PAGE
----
The goal of this wetland mitigation project was to restore approximately 33 acres of farmland to historic wetland conditions to create the Clinton River Watershed Mitigation Bank. In 2008, Niswander Environmental began conducting land searches to identify available properties within the Clinton River Watershed that offered suitable conditions for creation of a wetland mitigation bank (Bank). Once located, Niswander Environmental conducted several field assessments over the course of one year to obtain crucial design data. During these assessments, Niswander Environmental installed five automated groundwater level recorders and collected numerous soil borings to ensure a successful project. The wells were used to monitor groundwater levels, determine the existing hydrology patterns, and aid in final design of the Bank.
The Bank property was chosen based primarily on outstanding soil characteristics (i.e., clay) and the presence of an adjacent drain that offered potential for effectively restoring the hydrology on the Property. The design was based on ecological principles and site- specific conditions so that the mitigation wetland will be successful and develop into a self-sustaining ecosystem.
The design consisted of excavation and creation of low head berms, and included the installation of two water control structures so hydrology could be effectively manipulated to ensure success. The presence of forested wetland to the east and southeast suggested that the site was historically wetland, but was effectively drained by an existing ditch when the area was converted to agriculture several decades ago. It was anticipated that once the hydrology was restored, the wetland seed bank would germinate and the upland vegetation would eventually be eliminated due to wetter conditions. Therefore, the Bank was designed to minimize earth excavation in order to maximize the germination of the existing native wetland seed bank.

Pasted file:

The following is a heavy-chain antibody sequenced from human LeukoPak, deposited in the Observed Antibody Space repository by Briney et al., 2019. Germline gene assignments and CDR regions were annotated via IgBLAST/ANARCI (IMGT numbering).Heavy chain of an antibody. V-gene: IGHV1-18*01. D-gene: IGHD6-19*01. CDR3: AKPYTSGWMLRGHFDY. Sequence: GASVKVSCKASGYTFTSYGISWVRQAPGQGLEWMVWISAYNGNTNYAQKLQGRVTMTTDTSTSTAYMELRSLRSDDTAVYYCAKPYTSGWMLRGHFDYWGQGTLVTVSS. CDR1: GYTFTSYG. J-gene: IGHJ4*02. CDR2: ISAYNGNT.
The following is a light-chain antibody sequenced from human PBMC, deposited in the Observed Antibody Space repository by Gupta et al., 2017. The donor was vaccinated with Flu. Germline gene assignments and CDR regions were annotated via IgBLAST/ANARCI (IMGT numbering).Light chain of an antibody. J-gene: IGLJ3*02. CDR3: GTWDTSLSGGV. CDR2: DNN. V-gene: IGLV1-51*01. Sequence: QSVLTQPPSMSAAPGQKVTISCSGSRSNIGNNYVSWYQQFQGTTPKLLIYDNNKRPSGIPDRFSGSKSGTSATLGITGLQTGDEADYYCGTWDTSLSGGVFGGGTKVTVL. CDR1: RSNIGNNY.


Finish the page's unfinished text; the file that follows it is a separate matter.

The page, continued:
Niswander Environmental worked diligently with the local and state agencies to obtain necessary wetland, zoning, and SESC permits and to secure a Wetland Banking Agreement. Construction of the Bank was completed by Niswander Environmental in July 2009. In November 2009, Niswander Environmental seeded approximately 29 acres of newly created wetland with a native forested/scrub- shrub wetland seed mix, and the remaining 4 acres was seeded with an emergent seed mix. In May 2010, Niswander Environmental hand-planted 7,500 native trees and shrubs into the basin. Niswander Environmental staff currently monitors and actively manages this Bank, which includes invasive species control (bottom left), annual floristic quality assessments, wildlife surveys, and hydrologic assessments and seasonal water level manipulation.